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Lunch Bunch toasts OC WWII vets


Last updated 11/5/2019 at Noon

Photo: Veterans Day is officially observed Nov. 11 and most area government offices will be closed Monday to honor the sacrifices of all United States service members.

Dave Rogers

For The Record

As has become an annual custom, more than a dozen Orange County World War II veterans were set to be honored at Wednesday’s Veterans Day gathering of the Lunch Bunch at Robert’s Meat Market.

The men and women, all in their 90s, were there Nov. 5 to share good conversation, meals and birthday cake.

The cake marked the 98th birthday of longtime Bridge City resident Cedric Stout, who was there at Pearl Harbor on Dec. 7, 1941, when the United States was catapulted into combat against the world takeover plans of Germany and Japan.

Civic business and government leaders in attendance at Robert’s and other 11/11 remembrances celebrate the soldiers, sailors, Marines, Coast Guards, merchant marines and flyers of the “Greatest Generation” still among us as heroes.

But while Stout and his cohorts often say, “the real heroes are the ones who didn’t come home, the ones who gave it all,” Veterans Day honors all American armed forces veterans.

The tradition of Veterans Day began after the end of World War I when Armistice Day began being celebrated to mark the peace agreement with Germany, which was enforced on the 11th hour of the 11th day of the 11th month in 1918.

Armistice Day was declared a national holiday in 1938 and officially renamed Veterans Day in 1954.

More than 16 million Americans served their country during World War II and just more than 400,000 of them died during the war.

The U.S. Veterans Administration reported that fewer than 400,000 American World War II vets remain alive.

More than 20 call Orange County home.

They are listed below:

J.B. ARRINGTON, 94, U.S. Navy, Orange: The owner of Orange’s J.B.’s Barbecue restaurant sailed both the Atlantic and Pacific Oceans. He patrolled for German U-boat (submarines) and performed sea rescue operations. By the time the Americans landed in France on D-Day, June 6, 1944, Arrington had been transferred to the Pacific to help turn back the Japanese.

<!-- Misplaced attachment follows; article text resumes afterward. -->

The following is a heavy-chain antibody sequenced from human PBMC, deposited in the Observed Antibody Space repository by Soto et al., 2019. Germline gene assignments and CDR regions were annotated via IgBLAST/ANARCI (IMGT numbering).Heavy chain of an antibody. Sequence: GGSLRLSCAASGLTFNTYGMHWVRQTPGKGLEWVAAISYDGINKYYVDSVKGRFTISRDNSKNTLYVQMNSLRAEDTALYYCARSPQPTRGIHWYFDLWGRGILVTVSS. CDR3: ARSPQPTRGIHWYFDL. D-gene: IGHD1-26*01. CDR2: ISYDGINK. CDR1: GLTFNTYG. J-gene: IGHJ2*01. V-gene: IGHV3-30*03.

ATHANASE “Junior” BENOIT, 91, U.S. Navy, Merchant Marines, Bridge City: Benoit forged his father’s signature on a lie about his age to enlist in the U.S. Navy at age 14 but was discovered and dismissed before shipping overseas. The 16th of 17 siblings from Gueydan, Louisiana, returned from California to Port Arthur, where he became a Merchant Marine, crewing on ship shuttling fuel and supplies from the Caribbean to Europe.

LENNIE BENOIT, 96, U.S. Army Air Corps, Toomey, La.: Born on a rice farm near the state line, Benoit worked 40-plus years for U.S. Steel/Consolidated Shipbuilders in Orange. After enlisting in 1943, he served two-plus years in the South Pacific supplying island-hopping air operations as truck driver and dispatcher.

JOSEPH BERGERON, 92, U.S. Army, Orange: This graduate of the Prairie View School in what is now Bridge City, was in California for basic training in 1945 when the Americans detonated nuclear bombs over Japan, ending hostilities of World War II. He spent the next two years in Germany, as a driver for a staff officer.

FRANK BERGERON, 96, U.S. Marines, Starks: The older brother of Joseph Bergeron, this Orange native saw combat duty in both the European and Pacific Theaters during World War II.

TOM BROOKS, 95, U.S. Army, Mauriceville: The Louisiana native has lived in Southeast Texas since being discharged in 1946 and taking a job with Gulf Oil. He was a member of the 82nd Airborne paratroopers, quartermasters corps. He spent nearly two months shivering in the Black Forest behind the fighting at the Battle of the Bulge. Coming home, he marched down New York City’s Fifth Avenue in front of 4 million cheering parade watchers Jan. 12, 1946.

BILL CONWAY, 91, U.S. Marines, Orange: Like Joe Bergeron, Conway was in basic training in 1945 when World War II came to an end. Instead of fighting, he sailed to China for some post-war guard duty and reconstruction work. He made the military his life, enlisting in the Army for the Korean War and becoming a combat engineer; serving with the Navy Seabees building roads in Vietnam in 1968-69.

MILLARD COX, 95, U.S. Army, Bridge City: A member of the 78th Combat Engineers, he saw overseas duty in the Philippines and, after the war, in Japan. Duties involved helping to supply the troops and rebuilding.